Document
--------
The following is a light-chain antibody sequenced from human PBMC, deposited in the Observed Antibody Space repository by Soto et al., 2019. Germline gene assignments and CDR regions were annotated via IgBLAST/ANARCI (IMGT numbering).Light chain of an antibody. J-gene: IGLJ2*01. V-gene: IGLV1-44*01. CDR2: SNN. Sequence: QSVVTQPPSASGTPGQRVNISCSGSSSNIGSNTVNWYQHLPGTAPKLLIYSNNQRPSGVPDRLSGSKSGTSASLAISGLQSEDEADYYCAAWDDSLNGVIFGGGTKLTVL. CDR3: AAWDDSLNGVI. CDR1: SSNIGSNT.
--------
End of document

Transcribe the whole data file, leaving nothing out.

The following is a light-chain antibody sequenced from human PBMC, deposited in the Observed Antibody Space repository by Soto et al., 2019. Germline gene assignments and CDR regions were annotated via IgBLAST/ANARCI (IMGT numbering).Light chain of an antibody. J-gene: IGLJ2*01. V-gene: IGLV1-44*01. CDR2: SNN. Sequence: QSVVTQPPSASGTPGQRVNISCSGSSSNIGSNTVNWYQHLPGTAPKLLIYSNNQRPSGVPDRLSGSKSGTSASLAISGLQSEDEADYYCAAWDDSLNGVIFGGGTKLTVL. CDR3: AAWDDSLNGVI. CDR1: SSNIGSNT.